Here’s the rule for all of you that are hooked on text slides. It’s the rule of 66. It means six lines of text MAX, six words per line MAX. And a title, of course.
Any more and you have a cluttered slide – like the one on the left. This is an actual slide from a recent convention. It wasn’t even up long enough to be able to read it all! Do you think your audience will remember all this plus the rest of your presentation. (I guess that doesn’t need an answer …)
And don’t tell me you can’t get a point down to under 6 words. I have yet to come across a situation in which that was true. Remember, YOU are the presenter, not the screen. It’s Speaker SUPPORT.
|The Rule of 66: 6 Lines, 6 words … MAX!|
I once did a full day seminar – I was scheduled in at the last minute. Now while I knew the material, I decided that to keep me on track, I’d use the training company’s slides.
I went through them quickly beforehand, and saw that they used full sentences, screen after screen. But I simply didn’t have the time to change them. I thought, “well, I’ll be OK – I’m a good presenter.”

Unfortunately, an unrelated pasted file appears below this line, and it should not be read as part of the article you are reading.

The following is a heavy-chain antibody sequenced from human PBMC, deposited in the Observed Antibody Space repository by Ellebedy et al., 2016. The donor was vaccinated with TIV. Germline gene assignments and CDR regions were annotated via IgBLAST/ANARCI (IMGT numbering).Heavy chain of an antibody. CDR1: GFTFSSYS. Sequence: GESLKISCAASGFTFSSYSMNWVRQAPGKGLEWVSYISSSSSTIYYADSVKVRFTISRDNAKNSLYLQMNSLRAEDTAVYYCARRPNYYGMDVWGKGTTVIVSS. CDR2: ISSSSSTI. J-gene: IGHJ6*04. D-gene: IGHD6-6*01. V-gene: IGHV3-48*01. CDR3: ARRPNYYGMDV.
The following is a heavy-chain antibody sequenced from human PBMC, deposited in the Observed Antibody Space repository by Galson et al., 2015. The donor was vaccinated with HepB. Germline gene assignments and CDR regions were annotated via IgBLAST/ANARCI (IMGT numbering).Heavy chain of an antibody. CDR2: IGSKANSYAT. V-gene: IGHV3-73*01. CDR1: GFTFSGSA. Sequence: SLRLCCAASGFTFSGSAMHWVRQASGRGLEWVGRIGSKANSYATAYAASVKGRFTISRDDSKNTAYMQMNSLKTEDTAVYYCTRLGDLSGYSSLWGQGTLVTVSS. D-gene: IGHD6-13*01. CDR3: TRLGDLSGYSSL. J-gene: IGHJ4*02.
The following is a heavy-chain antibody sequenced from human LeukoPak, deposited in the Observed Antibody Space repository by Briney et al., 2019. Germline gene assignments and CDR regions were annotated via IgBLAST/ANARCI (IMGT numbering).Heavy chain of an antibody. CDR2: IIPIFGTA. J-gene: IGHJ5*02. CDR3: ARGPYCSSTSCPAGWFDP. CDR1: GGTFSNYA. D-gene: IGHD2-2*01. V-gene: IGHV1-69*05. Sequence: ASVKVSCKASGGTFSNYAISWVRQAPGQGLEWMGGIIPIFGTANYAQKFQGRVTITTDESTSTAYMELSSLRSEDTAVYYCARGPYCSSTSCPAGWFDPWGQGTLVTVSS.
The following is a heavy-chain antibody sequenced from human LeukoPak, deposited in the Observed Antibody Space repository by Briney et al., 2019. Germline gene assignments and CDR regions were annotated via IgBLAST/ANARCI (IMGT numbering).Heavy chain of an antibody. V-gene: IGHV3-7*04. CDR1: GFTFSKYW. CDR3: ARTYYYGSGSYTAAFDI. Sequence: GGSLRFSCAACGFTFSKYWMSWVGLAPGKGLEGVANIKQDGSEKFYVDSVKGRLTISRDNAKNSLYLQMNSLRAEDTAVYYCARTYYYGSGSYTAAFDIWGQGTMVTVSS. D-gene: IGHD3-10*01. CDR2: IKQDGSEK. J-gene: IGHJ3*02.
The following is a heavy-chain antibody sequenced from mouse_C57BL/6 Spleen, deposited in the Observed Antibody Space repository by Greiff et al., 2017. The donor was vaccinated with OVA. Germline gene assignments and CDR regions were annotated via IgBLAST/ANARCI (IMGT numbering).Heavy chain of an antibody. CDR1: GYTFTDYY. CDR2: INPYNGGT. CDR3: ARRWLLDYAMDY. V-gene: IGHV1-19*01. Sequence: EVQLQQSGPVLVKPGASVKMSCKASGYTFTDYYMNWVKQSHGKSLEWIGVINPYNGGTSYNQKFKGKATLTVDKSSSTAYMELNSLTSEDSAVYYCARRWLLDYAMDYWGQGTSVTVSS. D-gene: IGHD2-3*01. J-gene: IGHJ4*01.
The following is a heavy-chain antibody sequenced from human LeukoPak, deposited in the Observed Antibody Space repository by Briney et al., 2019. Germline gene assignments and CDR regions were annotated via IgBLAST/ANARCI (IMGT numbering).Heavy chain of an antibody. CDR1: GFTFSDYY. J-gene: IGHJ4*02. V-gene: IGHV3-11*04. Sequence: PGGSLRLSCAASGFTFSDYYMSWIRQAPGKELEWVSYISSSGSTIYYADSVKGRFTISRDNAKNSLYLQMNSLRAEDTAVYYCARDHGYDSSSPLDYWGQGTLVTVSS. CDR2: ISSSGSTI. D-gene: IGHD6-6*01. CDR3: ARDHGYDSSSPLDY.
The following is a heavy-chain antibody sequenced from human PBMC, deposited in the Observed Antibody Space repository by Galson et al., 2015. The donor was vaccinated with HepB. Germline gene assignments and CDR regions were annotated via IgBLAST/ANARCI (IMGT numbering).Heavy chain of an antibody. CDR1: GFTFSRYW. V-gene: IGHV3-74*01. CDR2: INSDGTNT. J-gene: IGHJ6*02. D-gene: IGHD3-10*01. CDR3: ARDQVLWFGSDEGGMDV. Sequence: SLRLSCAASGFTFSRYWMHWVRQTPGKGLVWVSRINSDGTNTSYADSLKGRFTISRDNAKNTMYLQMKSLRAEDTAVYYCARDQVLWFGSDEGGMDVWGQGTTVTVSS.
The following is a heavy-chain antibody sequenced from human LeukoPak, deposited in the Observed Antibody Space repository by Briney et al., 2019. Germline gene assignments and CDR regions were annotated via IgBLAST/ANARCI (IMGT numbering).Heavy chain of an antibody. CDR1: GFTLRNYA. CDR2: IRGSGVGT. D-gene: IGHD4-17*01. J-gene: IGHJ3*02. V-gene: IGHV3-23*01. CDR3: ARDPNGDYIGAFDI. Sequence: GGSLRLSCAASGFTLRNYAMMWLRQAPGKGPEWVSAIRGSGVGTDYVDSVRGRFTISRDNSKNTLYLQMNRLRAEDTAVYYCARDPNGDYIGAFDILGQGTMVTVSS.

Good presenter or not, as I put the slides up on the screen, I found myself reading each one of them out loud to the audience. I couldn’t help myself. There was just too much information up there and I couldn’t stay in sync with my points, unless I highlighted the text on the screen and the only way I could do that was to read each sentence.
And that’s the number one thing that audience’s hate: speakers who read the slides. Number One!
So, take out unnecessary words. Get it down to a short phrase. Remember, you’re the one who’ll explain it. The phrase is there to make your point clearer, easier to understand or remember … and to reinforce the point as you say it out loud.
If you want to be more persuasive in your presentations, don’t let detail get in the way.
If you have any particularly GREAT examples of too much text on a slide, please send me a link …